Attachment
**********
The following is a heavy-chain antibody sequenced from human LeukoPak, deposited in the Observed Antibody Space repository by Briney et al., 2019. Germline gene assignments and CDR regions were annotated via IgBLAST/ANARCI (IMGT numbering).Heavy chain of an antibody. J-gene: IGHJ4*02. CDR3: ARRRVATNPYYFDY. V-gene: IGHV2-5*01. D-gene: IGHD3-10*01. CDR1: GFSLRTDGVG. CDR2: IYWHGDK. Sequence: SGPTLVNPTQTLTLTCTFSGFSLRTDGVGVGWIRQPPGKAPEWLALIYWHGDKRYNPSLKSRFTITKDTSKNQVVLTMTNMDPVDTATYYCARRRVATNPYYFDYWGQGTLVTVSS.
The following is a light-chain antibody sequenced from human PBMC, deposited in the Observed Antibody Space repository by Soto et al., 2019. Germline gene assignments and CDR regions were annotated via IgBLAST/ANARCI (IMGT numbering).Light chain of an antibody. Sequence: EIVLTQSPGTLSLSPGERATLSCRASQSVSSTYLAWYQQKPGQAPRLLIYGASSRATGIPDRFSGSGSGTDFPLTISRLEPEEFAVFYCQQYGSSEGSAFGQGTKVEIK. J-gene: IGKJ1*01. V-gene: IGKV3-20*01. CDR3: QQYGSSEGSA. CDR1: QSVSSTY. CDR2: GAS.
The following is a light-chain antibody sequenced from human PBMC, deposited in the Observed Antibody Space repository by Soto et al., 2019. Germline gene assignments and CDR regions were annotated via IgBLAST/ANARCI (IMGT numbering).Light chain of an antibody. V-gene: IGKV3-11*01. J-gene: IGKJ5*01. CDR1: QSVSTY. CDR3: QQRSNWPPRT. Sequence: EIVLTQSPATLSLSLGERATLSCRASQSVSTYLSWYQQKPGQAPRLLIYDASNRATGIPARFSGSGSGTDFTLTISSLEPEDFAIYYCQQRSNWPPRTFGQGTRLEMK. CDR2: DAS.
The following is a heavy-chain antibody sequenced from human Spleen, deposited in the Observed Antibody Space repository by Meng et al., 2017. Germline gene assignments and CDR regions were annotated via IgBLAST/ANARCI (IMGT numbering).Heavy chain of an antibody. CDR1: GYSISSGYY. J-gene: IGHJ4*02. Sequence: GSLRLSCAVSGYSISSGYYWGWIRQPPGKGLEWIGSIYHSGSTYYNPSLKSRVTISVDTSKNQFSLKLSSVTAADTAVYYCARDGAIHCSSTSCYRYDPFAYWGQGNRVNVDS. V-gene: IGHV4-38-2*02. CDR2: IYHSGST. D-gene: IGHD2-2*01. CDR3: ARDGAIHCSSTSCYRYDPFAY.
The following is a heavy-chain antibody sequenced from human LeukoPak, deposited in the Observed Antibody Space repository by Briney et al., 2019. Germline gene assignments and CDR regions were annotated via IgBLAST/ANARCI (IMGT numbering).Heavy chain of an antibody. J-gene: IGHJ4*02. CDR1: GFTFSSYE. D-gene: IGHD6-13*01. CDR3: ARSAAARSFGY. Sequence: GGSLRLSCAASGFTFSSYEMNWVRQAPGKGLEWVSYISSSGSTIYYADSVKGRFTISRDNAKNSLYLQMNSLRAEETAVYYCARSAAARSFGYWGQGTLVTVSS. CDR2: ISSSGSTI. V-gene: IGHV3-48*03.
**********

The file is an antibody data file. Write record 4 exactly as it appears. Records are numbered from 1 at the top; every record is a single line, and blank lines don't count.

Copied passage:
The following is a heavy-chain antibody sequenced from human Spleen, deposited in the Observed Antibody Space repository by Meng et al., 2017. Germline gene assignments and CDR regions were annotated via IgBLAST/ANARCI (IMGT numbering).Heavy chain of an antibody. CDR1: GYSISSGYY. J-gene: IGHJ4*02. Sequence: GSLRLSCAVSGYSISSGYYWGWIRQPPGKGLEWIGSIYHSGSTYYNPSLKSRVTISVDTSKNQFSLKLSSVTAADTAVYYCARDGAIHCSSTSCYRYDPFAYWGQGNRVNVDS. V-gene: IGHV4-38-2*02. CDR2: IYHSGST. D-gene: IGHD2-2*01. CDR3: ARDGAIHCSSTSCYRYDPFAY.